February 17, 2018


Kedoshim is a very special Parasha that contains the phrase “Love others as yourself” on which Rabbi Akiva said that is the greatest rule in the Torah. Meaning, it is the rule that all Mitsvot derive from. However, our Parasha is being read during Sefirat HaOmer in which 24 thousands of Rabbi Akiva’s students had died during that time since they did not have respect to each other.

The great sages explain that Sefirat HaOmer is not about Rabbi Akiva’s student death. They explain that on Passover each and every one of us should see himself as he is having his own Exodus, an opportunity to be free of our troubles and distress, otherwise we are considered to be slaves that have exemption of all the Mitsvot, since in his condition, the slave is self centered and concentrated only in his problems and has no ability to see the big picture and to fulfill the greatest Mitsva of all – “love others as yourself”. The slave cannot see the pain of his fellowman since his heart is not open. Sefirat HaOmer was designed to teach us what is love and unity, which are a primary condition to receive the Torah on Shavuot.

To have respect for each other means to lead to a certain direction, and when we say that Rabbi Akiva’s students did not treat each other with respect it means that they did not share with a whole heart with their friends the power and the knowledge they drew from their Torah’s study. Hence, Kedoshim is always being read on Sefirat HaOmer, in order to remind us it is a time for us to focus on “loves others as yourself”. This way, the way of unconditional we can connect to the flow of the power of the Creator, the power of infinity, into our lives. This power enables real success and blessing in everything we do. This is the power of holiness. Meaning, loving our fellowman is a mean necessity in order to connect to the Creator and to true Success.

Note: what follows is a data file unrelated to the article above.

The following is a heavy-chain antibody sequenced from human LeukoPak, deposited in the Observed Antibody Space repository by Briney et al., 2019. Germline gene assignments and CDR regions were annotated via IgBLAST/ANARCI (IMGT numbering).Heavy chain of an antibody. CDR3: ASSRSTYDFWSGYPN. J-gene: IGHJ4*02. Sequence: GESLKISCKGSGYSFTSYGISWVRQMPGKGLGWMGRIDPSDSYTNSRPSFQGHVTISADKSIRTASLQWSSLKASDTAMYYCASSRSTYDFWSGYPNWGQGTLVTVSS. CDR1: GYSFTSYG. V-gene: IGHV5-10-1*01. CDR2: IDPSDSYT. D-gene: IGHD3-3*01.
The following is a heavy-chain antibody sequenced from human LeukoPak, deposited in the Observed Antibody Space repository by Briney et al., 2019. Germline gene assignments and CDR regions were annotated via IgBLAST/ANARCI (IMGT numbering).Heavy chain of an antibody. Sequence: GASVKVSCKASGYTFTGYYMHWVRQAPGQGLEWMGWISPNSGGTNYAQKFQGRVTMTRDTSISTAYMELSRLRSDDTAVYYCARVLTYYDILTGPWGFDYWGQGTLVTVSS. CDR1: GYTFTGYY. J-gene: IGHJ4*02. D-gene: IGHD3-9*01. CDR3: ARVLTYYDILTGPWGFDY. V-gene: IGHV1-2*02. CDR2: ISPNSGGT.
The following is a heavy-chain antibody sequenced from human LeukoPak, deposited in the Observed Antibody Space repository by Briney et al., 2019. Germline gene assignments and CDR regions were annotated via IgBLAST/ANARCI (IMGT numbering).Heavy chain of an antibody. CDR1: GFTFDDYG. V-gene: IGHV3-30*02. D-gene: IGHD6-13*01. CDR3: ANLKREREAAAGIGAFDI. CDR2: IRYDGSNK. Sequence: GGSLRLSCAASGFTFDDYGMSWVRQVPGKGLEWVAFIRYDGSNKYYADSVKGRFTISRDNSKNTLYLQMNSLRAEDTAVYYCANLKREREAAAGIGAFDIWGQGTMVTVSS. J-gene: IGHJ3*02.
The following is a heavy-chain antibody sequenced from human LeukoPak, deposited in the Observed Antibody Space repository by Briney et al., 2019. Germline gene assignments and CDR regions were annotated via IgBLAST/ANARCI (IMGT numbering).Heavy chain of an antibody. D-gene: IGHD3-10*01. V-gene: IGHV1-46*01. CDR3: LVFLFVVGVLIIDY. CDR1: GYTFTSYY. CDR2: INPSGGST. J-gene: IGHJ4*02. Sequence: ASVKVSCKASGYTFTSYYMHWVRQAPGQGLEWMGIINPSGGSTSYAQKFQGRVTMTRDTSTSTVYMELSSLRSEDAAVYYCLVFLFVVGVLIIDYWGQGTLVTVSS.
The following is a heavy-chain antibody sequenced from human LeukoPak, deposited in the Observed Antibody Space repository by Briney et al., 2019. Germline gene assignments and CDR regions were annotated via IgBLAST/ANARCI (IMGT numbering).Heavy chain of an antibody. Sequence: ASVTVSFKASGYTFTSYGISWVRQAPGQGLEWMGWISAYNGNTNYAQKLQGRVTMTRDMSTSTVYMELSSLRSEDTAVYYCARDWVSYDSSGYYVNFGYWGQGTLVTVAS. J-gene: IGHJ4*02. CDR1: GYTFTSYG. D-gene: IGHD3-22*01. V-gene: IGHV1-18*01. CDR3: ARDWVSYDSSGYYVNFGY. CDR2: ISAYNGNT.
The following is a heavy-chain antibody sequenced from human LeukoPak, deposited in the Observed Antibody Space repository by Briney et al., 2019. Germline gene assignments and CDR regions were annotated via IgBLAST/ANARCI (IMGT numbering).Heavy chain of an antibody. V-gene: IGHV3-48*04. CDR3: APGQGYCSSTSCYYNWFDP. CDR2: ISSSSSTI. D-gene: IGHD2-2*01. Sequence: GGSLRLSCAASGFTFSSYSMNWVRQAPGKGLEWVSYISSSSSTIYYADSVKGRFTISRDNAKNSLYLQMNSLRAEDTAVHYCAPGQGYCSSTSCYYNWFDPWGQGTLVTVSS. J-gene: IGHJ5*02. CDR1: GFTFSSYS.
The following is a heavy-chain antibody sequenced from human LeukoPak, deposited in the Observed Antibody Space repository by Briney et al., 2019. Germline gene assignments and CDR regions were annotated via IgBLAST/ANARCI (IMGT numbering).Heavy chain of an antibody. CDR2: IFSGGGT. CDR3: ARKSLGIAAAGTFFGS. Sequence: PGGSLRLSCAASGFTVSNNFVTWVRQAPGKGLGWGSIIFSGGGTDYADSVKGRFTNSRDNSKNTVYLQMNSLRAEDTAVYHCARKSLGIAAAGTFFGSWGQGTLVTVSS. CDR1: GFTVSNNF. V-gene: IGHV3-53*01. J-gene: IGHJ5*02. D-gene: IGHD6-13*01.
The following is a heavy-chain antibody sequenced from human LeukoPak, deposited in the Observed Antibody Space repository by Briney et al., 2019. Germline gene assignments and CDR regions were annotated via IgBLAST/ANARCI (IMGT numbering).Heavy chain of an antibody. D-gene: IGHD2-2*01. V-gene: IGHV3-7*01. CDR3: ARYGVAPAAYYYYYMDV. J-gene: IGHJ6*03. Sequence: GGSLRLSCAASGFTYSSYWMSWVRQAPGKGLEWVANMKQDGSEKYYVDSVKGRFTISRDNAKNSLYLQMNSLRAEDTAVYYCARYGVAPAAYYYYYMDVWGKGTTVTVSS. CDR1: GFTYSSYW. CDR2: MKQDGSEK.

The Parasha opens with the words “… be holly”. Apparently, it looks like a command, but the Zohar explains that the word “be” has a meaning of a promise rather than a command, that if we behave in a way of “love others…” we will be holly.

The Zohar also explains that we do not have to like or love whatever our fellowman does, but we should be able to find the inner spark within him, his divine part, and that part we should love and connect to. That is the only way we could be “holy” – to remember that whenever we feel anger, frustration, jealousy, etc towards our fellowman we need to connect to the divine spark within him.

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